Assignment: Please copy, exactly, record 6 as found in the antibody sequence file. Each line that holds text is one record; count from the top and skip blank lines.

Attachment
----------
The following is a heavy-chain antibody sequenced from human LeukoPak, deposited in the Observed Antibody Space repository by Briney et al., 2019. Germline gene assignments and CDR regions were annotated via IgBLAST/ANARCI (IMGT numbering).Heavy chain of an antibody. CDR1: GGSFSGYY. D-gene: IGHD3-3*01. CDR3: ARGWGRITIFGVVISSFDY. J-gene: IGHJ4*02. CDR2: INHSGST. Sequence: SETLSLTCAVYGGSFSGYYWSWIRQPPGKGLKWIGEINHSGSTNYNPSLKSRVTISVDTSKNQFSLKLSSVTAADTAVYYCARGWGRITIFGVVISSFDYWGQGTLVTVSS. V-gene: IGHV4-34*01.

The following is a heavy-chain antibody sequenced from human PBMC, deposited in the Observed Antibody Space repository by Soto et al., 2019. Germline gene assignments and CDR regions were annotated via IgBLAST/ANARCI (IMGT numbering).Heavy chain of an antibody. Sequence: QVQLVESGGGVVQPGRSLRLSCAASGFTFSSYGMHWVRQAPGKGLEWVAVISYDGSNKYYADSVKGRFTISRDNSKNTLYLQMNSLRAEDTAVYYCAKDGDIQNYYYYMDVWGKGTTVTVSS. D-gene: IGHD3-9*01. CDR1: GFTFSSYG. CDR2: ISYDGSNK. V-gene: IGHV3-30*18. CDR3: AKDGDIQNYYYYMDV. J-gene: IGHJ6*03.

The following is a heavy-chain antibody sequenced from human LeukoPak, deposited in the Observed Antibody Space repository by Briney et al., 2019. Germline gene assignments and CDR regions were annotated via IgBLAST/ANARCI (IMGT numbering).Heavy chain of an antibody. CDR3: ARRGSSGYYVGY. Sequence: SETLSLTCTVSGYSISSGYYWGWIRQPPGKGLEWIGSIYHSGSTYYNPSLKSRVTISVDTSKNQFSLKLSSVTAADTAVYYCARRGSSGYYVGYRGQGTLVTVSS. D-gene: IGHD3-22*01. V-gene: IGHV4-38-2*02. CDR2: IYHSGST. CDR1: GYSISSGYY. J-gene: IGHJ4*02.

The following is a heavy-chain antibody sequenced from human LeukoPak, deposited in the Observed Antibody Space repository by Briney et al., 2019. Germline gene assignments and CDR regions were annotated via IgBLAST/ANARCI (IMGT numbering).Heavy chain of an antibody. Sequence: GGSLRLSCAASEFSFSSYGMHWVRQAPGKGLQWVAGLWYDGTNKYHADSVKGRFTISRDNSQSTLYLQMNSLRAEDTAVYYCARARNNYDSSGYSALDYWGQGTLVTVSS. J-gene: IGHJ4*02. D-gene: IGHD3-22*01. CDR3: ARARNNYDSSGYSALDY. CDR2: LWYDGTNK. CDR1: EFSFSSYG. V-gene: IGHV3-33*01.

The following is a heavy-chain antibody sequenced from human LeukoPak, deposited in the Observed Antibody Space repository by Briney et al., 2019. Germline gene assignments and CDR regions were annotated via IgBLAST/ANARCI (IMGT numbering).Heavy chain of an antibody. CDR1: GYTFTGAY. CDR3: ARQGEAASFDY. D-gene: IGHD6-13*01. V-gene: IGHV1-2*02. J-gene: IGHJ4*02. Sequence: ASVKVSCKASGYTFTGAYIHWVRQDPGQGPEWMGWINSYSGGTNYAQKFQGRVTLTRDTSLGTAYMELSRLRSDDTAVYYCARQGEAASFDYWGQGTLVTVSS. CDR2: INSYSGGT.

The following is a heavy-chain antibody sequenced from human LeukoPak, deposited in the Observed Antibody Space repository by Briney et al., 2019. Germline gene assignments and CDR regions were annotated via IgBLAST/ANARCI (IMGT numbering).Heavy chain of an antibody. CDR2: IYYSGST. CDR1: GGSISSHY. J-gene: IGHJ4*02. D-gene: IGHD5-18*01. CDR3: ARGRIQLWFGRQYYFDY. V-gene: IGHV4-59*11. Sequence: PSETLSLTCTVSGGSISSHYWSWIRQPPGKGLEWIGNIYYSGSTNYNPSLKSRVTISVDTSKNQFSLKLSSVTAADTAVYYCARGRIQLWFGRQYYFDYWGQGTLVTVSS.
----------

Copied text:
The following is a heavy-chain antibody sequenced from human LeukoPak, deposited in the Observed Antibody Space repository by Briney et al., 2019. Germline gene assignments and CDR regions were annotated via IgBLAST/ANARCI (IMGT numbering).Heavy chain of an antibody. CDR2: IYYSGST. CDR1: GGSISSHY. J-gene: IGHJ4*02. D-gene: IGHD5-18*01. CDR3: ARGRIQLWFGRQYYFDY. V-gene: IGHV4-59*11. Sequence: PSETLSLTCTVSGGSISSHYWSWIRQPPGKGLEWIGNIYYSGSTNYNPSLKSRVTISVDTSKNQFSLKLSSVTAADTAVYYCARGRIQLWFGRQYYFDYWGQGTLVTVSS.